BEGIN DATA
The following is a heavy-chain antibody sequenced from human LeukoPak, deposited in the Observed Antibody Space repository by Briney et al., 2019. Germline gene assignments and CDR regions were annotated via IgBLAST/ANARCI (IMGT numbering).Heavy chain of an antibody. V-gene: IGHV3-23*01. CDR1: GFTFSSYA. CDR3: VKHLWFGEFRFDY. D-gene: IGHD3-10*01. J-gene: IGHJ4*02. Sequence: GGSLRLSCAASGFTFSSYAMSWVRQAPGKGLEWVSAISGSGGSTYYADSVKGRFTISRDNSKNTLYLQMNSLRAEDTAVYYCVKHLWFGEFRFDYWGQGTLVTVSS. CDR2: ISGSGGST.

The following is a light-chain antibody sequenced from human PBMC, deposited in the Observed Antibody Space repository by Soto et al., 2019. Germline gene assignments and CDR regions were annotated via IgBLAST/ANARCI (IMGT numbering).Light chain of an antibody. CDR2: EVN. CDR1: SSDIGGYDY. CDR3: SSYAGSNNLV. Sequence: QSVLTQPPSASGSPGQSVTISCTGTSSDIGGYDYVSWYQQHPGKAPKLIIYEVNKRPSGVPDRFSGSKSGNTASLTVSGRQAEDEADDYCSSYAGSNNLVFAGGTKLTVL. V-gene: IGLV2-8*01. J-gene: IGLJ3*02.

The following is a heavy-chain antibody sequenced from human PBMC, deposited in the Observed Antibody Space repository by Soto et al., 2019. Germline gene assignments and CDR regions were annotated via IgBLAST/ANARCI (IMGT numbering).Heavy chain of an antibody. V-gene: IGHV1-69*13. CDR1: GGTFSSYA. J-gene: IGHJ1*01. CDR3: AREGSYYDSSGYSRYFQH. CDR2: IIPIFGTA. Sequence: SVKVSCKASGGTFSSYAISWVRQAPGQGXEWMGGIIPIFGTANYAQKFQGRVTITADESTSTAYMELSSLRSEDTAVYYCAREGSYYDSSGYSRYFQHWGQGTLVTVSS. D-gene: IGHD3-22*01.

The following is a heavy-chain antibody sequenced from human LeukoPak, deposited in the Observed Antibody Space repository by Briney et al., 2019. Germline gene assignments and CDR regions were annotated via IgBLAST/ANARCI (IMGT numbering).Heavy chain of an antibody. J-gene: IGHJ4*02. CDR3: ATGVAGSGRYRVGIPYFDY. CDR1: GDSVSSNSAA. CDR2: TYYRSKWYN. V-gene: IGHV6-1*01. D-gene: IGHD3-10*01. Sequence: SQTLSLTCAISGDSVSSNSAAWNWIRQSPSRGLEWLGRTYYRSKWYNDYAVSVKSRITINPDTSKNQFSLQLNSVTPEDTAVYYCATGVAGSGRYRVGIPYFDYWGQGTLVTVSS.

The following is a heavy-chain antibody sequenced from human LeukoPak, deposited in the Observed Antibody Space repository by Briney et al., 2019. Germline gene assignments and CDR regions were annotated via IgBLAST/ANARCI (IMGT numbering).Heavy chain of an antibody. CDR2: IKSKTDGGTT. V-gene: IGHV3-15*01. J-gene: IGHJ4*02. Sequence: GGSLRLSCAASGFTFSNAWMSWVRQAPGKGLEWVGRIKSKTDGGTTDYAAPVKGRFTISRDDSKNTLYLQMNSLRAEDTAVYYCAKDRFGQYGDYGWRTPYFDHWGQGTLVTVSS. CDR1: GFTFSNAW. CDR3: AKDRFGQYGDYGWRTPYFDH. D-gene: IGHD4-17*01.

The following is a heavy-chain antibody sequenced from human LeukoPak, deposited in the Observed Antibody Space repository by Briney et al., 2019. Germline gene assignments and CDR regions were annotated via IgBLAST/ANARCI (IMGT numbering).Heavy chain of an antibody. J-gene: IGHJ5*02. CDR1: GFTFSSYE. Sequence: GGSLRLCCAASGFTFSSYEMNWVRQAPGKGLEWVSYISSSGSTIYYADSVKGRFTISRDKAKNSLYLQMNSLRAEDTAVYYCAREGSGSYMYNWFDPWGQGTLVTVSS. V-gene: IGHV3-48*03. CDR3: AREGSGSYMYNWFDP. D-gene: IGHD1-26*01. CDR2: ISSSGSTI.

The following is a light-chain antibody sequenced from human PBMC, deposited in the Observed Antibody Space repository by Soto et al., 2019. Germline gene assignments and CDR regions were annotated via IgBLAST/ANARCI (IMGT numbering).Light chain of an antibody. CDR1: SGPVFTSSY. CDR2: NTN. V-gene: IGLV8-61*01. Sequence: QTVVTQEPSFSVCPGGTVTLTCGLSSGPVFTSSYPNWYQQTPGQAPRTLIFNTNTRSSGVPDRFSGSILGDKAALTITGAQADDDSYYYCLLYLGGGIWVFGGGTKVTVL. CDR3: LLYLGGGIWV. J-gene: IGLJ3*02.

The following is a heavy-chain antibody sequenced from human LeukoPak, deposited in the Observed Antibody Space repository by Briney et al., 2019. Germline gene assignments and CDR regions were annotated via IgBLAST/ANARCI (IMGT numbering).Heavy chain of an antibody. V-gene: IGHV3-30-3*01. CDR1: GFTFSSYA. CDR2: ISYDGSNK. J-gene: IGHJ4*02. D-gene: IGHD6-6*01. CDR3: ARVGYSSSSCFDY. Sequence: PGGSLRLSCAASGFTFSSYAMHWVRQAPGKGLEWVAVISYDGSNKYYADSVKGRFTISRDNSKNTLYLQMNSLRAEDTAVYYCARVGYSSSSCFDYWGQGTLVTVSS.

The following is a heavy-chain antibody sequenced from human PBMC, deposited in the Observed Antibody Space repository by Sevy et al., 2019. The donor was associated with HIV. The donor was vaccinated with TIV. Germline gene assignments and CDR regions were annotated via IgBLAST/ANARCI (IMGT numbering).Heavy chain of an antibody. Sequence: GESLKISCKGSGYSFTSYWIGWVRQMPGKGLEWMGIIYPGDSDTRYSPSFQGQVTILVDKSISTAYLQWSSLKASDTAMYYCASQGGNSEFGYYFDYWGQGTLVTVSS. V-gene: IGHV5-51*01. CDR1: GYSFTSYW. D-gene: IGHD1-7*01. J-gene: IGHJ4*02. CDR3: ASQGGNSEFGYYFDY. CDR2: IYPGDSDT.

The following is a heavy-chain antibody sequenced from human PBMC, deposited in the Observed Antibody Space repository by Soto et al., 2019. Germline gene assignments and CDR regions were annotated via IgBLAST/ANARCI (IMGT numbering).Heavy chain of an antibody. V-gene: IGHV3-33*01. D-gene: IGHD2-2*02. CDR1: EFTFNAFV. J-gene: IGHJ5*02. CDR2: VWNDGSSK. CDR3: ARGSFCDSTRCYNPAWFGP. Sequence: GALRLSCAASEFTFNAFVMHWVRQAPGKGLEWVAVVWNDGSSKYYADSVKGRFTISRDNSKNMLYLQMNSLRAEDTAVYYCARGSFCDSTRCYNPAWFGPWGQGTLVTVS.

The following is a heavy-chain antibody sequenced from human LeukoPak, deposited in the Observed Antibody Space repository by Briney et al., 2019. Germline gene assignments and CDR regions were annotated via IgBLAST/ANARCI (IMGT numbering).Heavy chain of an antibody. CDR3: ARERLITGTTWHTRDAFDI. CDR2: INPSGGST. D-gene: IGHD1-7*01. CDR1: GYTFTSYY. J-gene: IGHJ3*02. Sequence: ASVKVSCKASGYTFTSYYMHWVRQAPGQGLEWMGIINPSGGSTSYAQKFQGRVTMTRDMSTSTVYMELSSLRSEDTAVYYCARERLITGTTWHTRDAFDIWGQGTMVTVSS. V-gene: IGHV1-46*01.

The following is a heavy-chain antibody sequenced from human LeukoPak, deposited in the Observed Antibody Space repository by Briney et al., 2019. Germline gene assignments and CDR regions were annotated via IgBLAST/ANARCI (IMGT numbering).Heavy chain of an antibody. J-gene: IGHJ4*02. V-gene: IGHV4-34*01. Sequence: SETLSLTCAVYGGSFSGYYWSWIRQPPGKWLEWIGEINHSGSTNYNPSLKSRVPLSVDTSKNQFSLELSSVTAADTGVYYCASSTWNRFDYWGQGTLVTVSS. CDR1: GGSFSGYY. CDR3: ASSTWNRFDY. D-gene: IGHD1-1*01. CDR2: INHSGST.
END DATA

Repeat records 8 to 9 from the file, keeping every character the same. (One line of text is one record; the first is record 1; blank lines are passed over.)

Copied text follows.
The following is a heavy-chain antibody sequenced from human LeukoPak, deposited in the Observed Antibody Space repository by Briney et al., 2019. Germline gene assignments and CDR regions were annotated via IgBLAST/ANARCI (IMGT numbering).Heavy chain of an antibody. V-gene: IGHV3-30-3*01. CDR1: GFTFSSYA. CDR2: ISYDGSNK. J-gene: IGHJ4*02. D-gene: IGHD6-6*01. CDR3: ARVGYSSSSCFDY. Sequence: PGGSLRLSCAASGFTFSSYAMHWVRQAPGKGLEWVAVISYDGSNKYYADSVKGRFTISRDNSKNTLYLQMNSLRAEDTAVYYCARVGYSSSSCFDYWGQGTLVTVSS.

The following is a heavy-chain antibody sequenced from human PBMC, deposited in the Observed Antibody Space repository by Sevy et al., 2019. The donor was associated with HIV. The donor was vaccinated with TIV. Germline gene assignments and CDR regions were annotated via IgBLAST/ANARCI (IMGT numbering).Heavy chain of an antibody. Sequence: GESLKISCKGSGYSFTSYWIGWVRQMPGKGLEWMGIIYPGDSDTRYSPSFQGQVTILVDKSISTAYLQWSSLKASDTAMYYCASQGGNSEFGYYFDYWGQGTLVTVSS. V-gene: IGHV5-51*01. CDR1: GYSFTSYW. D-gene: IGHD1-7*01. J-gene: IGHJ4*02. CDR3: ASQGGNSEFGYYFDY. CDR2: IYPGDSDT.